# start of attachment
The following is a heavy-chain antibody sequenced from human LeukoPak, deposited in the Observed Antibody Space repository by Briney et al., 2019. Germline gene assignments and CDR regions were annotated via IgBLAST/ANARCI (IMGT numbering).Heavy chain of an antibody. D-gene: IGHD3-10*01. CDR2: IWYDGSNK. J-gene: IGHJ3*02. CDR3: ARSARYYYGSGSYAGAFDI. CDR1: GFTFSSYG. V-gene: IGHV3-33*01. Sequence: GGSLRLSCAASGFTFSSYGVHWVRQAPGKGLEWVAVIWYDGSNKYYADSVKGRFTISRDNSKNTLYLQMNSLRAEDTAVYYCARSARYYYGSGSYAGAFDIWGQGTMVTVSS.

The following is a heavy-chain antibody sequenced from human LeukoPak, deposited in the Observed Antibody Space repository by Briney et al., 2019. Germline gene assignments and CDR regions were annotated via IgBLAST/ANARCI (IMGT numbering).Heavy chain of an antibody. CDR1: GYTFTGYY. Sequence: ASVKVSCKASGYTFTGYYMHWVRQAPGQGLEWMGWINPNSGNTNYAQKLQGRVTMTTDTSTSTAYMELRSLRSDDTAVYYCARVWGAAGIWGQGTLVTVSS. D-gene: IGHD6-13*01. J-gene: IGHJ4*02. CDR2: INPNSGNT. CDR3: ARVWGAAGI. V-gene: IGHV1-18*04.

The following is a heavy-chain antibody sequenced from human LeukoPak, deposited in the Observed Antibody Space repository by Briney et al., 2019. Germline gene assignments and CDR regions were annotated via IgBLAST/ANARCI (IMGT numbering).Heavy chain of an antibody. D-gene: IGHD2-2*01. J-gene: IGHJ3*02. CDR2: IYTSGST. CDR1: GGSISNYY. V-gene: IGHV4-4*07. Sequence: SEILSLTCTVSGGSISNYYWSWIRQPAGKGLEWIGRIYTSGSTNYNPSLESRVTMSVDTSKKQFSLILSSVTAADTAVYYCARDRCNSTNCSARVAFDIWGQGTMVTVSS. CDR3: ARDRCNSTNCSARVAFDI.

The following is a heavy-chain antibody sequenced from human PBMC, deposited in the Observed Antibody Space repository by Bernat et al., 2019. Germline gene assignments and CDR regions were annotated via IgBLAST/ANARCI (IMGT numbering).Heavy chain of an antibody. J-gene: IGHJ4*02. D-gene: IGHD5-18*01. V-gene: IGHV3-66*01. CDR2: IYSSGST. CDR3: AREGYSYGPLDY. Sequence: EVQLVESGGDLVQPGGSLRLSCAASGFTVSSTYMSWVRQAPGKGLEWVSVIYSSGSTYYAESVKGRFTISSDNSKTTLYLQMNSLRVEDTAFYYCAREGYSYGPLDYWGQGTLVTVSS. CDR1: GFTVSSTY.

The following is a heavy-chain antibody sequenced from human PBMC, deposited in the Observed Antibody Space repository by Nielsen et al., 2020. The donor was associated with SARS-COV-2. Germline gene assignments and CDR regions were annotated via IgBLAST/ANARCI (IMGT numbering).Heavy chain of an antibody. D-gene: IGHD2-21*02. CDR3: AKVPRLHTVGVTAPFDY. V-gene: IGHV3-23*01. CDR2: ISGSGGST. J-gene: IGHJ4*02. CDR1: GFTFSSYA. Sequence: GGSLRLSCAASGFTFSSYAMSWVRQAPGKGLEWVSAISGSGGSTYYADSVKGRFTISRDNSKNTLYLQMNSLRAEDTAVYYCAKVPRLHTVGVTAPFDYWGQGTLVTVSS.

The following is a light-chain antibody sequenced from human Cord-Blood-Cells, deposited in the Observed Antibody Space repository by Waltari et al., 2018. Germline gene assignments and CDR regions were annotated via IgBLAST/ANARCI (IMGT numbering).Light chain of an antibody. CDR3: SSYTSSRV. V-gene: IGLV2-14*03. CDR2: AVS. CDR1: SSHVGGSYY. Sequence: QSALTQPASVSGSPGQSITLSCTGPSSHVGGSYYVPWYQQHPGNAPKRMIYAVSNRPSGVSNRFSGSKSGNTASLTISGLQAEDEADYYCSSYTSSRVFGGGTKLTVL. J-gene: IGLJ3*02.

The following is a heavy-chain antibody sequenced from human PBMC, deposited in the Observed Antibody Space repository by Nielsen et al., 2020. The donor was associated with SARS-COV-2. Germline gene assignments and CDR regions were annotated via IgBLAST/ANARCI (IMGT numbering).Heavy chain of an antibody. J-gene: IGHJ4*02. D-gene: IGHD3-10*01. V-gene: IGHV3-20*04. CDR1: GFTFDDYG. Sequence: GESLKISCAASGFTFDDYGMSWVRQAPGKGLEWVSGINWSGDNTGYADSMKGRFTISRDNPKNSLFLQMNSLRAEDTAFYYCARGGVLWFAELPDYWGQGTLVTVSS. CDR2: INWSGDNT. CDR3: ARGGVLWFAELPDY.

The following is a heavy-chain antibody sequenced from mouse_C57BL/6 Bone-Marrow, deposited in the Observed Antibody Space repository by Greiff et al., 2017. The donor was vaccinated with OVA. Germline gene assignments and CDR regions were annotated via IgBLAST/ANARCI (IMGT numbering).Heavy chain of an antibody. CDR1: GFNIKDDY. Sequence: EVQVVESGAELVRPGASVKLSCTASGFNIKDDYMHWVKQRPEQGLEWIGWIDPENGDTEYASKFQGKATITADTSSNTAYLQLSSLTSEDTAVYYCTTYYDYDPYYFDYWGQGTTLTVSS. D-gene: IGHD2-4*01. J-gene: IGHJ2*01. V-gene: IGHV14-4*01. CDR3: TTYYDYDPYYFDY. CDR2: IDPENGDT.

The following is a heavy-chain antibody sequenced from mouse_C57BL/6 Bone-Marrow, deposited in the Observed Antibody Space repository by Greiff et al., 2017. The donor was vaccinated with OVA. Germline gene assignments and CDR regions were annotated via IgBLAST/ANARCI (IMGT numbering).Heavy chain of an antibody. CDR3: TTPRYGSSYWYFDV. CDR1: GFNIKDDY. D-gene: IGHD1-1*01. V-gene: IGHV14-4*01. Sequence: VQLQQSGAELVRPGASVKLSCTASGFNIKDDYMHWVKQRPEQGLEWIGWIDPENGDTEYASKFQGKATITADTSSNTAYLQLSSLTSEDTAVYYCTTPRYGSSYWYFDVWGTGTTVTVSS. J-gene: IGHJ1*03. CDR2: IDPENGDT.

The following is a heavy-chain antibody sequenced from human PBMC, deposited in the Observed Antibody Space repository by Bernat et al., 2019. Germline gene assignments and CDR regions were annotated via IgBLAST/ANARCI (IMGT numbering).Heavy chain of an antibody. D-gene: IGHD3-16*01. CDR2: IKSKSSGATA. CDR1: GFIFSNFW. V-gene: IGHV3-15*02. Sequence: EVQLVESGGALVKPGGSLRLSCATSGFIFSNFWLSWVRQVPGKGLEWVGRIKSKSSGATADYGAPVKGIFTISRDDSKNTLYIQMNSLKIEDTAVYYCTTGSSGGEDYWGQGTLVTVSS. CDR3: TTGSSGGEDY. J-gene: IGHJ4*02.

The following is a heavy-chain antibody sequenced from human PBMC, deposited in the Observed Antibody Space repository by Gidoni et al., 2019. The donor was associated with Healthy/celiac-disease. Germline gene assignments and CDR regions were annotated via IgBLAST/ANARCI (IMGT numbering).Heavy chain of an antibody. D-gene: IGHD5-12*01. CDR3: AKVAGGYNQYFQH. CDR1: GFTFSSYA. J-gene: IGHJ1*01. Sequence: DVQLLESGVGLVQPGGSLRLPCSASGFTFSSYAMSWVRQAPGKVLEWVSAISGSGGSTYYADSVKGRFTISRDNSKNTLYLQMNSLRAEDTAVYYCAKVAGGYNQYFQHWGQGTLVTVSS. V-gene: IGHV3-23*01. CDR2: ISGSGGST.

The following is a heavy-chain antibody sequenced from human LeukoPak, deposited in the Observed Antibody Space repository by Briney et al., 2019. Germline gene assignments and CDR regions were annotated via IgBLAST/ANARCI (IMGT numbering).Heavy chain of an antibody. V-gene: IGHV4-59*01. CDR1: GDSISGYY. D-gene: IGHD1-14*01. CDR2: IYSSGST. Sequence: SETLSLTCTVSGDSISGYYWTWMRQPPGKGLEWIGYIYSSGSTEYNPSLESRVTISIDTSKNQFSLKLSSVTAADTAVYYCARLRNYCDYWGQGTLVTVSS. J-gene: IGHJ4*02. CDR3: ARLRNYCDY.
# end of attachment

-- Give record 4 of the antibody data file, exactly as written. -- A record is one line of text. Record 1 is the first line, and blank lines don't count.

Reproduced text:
The following is a heavy-chain antibody sequenced from human PBMC, deposited in the Observed Antibody Space repository by Bernat et al., 2019. Germline gene assignments and CDR regions were annotated via IgBLAST/ANARCI (IMGT numbering).Heavy chain of an antibody. J-gene: IGHJ4*02. D-gene: IGHD5-18*01. V-gene: IGHV3-66*01. CDR2: IYSSGST. CDR3: AREGYSYGPLDY. Sequence: EVQLVESGGDLVQPGGSLRLSCAASGFTVSSTYMSWVRQAPGKGLEWVSVIYSSGSTYYAESVKGRFTISSDNSKTTLYLQMNSLRVEDTAFYYCAREGYSYGPLDYWGQGTLVTVSS. CDR1: GFTVSSTY.